The Green Bubble Uproar misses the point entirely. Why iMessage is actually a failure? Read the article until the end.
iMessage is now a part of the discourse again, a little more than ten years after its debut. According to a shady story in the Wall Street Journal, the key to the iPhone’s popularity with young people is peer pressure, with Android-using kids being pushed out of social circles since they are non-iMessage green bubbles in group conversations.
That piece was ridiculous for a variety of reasons, as John Gruber detailed last week. While blue-bubble FOMO is undoubtedly real, claiming that it is the reason people desire iPhones is just illusion. “People only purchase Apple products since they are status symbols,” as the saying goes.
When it comes to today’s texting ecosystem, iMessage isn’t a world-beating behemoth. In fact, in terms of global acceptability, user experience, and innovation, I’d argue that iMessage’s first decade was more of a loss than a success.
The entire globe has spoken up
Let’s start with the basics: this argument around iMessage is only taking place among Americans. iMessage is an afterthought in most parts of the world. Platform-agnostic chat applications like WeChat, WhatsApp, & Facebook Messenger are the most popular, albeit the specific apps differ by nation.
I’m not sure what Apple could have done to prevent this. According to one explanation, consumers in most nations abandoned traditional text messaging quicker than they did in the United States, owing to higher per-message fees–and Apple was simply too late to the party. It would have had to produce an iMessage app for Android if it had wanted to compete, but it opted not to. Other applications were chosen by users.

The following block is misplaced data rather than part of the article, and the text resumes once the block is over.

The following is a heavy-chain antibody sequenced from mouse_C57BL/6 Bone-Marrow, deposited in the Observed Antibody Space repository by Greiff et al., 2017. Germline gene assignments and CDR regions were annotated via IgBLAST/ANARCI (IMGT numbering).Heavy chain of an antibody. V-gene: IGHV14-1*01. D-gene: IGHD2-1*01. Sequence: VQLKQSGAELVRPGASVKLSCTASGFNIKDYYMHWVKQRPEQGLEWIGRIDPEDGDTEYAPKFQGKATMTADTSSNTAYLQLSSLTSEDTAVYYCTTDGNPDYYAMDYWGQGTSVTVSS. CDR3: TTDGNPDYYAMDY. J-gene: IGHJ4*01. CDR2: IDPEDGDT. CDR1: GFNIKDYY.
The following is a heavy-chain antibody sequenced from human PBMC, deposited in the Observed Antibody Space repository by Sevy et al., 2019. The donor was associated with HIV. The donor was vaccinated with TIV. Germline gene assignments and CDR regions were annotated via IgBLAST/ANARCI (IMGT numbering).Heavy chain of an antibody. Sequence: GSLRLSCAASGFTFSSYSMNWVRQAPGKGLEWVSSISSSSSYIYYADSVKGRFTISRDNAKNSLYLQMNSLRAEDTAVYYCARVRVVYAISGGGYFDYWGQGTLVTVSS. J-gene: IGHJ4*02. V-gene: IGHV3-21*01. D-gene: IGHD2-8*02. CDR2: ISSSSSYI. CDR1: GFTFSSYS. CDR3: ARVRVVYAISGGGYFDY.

But, given Apple’s decision not to embrace Android, it’s reasonable to assume that iMessage was never designed to compete with the rest of the world for instant messaging supremacy. It had a more limited charter from the start. The idea was to make Apple’s operating systems less reliant on the outdated, carrier-controlled SMS text messaging technology.
And by that metric, Apple was a success. iPhone (and Mac, iPad, and Apple Watch) users mostly utilize iMessage instead of SMS. They use Apple’s servers and don’t involve their carriers. When you think about what happened to Google, calling this a success may seem like a low threshold. The company’s attempts to establish a chat service have failed miserably, making Google executives’ cynical and opportunistic protestations based on the Wall Street Journal look even more arrogant, spiteful, and cultish than normal.
The purpose of iMessage is to create a reliable, end-to-end encrypted service for the Apple environment that can (secondarily) coexist alongside SMS communications so that iPhones may communicate with individuals outside of Apple’s ecosystem. It’s effective. It’s far superior to anything Google has tried. The issue is that it isn’t good enough.
Apple’s UX blunder – Is iMessage is actually a failure?
The reason I consider iMessage a failure rather than a success is due to its slow rate of development and bad decisions, especially when compared to the world’s WhatsApps and WeChats.